Historically, the only way to get anything into orbit has been by rocket; a process that is massively expensive, cumbersome, and presents a slew of constraints.
So, when Made In Space created the first zero-gravity 3D printer, it was understandably a big deal. For the first time, astronauts wouldn’t have to wait for the next launch from Earth for everything they needed—instead, they could take electronic delivery of a computer file and make tools, like this 3D printed ratchet.
The company plans to send up a full-time, working successor to their prototype this year, but their small-scale printer is a stepping-stone to something bigger—Archinaut, the company’s new project to build large-scale structures in space.
Awarded this past November through NASA’s Tipping Point Technologies Solicitation, Archinaut is a private-public partnership funded by a two-year $20 million contract from NASA. Made In Space is partnering with Northrop Grumman and Oceaneering Space Systems to build a combination 3D printer and robotic arm that will operate in orbit outside the International Space Station.
Simply? It’s a robot that lives in space.
The robot’s body is a 3D printer that makes parts from a digital design, which can be even larger than the printer itself. A robotic arm attached to the printer can piece these homegrown parts together with other pre-fabricated parts into a larger structure. No human required.
The initial phase of the project will wrap up in 2018 when Archinaut will demonstrate the ability to 3D print and assemble structures in orbit. If all goes to plan, the team hopes to scale the printer up and add more robotic arms.
And that’s when the fun begins. The in-orbit manufacturing Archinaut promises would liberate missions from the typical constraints of launch.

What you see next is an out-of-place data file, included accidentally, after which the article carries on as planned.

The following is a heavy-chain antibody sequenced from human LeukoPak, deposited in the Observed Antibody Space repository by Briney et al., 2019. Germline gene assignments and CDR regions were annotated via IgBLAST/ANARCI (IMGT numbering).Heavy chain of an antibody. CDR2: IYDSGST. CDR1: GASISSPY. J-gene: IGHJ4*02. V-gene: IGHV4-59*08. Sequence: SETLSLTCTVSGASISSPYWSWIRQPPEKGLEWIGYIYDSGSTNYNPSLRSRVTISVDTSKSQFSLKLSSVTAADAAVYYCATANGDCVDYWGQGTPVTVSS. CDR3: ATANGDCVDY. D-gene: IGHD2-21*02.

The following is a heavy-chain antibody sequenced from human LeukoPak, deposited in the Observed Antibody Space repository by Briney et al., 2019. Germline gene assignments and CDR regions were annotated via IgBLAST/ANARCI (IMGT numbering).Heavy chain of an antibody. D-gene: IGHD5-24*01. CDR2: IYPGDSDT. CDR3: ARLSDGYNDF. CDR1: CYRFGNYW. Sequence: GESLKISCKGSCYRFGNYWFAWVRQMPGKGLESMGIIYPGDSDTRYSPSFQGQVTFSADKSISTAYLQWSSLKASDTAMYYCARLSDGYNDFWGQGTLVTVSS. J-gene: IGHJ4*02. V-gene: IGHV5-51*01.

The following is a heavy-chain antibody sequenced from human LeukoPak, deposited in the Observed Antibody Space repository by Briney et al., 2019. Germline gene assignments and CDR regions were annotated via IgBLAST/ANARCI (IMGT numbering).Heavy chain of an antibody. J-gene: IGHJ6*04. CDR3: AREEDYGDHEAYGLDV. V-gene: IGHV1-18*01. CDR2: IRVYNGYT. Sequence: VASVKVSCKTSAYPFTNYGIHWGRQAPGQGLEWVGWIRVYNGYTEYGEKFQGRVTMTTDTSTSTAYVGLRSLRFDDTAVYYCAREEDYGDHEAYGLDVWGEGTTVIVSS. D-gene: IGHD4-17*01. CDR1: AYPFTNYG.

Currently, structures destined for orbit need to withstand Earth gravity, be folded up as cargo, endure the rigors of launch, and survive space’s harsh environment. With Archinaut, engineers could design and build for space—and only space. Instead of sending up complete structures, we might launch key components such as sensors, electronics, and batteries along with raw materials to print the big stuff.
If we’re settling the final frontier, Rush says, “SpaceX is building the covered wagon, we’re building the pickaxes, and Archinaut is one of those tools.”
The implications are huge. Large orbital structures may include spacecraft, satellites, or other research and telecommunications infrastructure.
Steve Jurcyk, associate administrator of NASA’s Space Technology Mission Directorate, suggests they’d like to make a 15-meter telescope to image exoplanets. And Rush says Mars is on their mind too.
“Eventually, Archinaut could potentially build and integrate a reflector for telecommunication satellites to beam signals back and forth, or it might add structures to a future human space vehicle, such as a Mars transit vehicle.”
As one of three proposals selected by NASA to advance in-orbit manufacturing, Jurcyk says they hope not only to advance human and robot space exploration, but to also enable new capabilities for US commercial activity in space.
There are still technical challenges ahead. But if successful, it’ll be another important step to a more permanent human presence in space.
In May, CTO of Made In Space, Jason Dunn, will be discussing the future of space manufacturing at Singularity University’s inaugural Exponential Manufacturing Conference.
Image credit: Made In Space; Jonathan Lee/Singularity University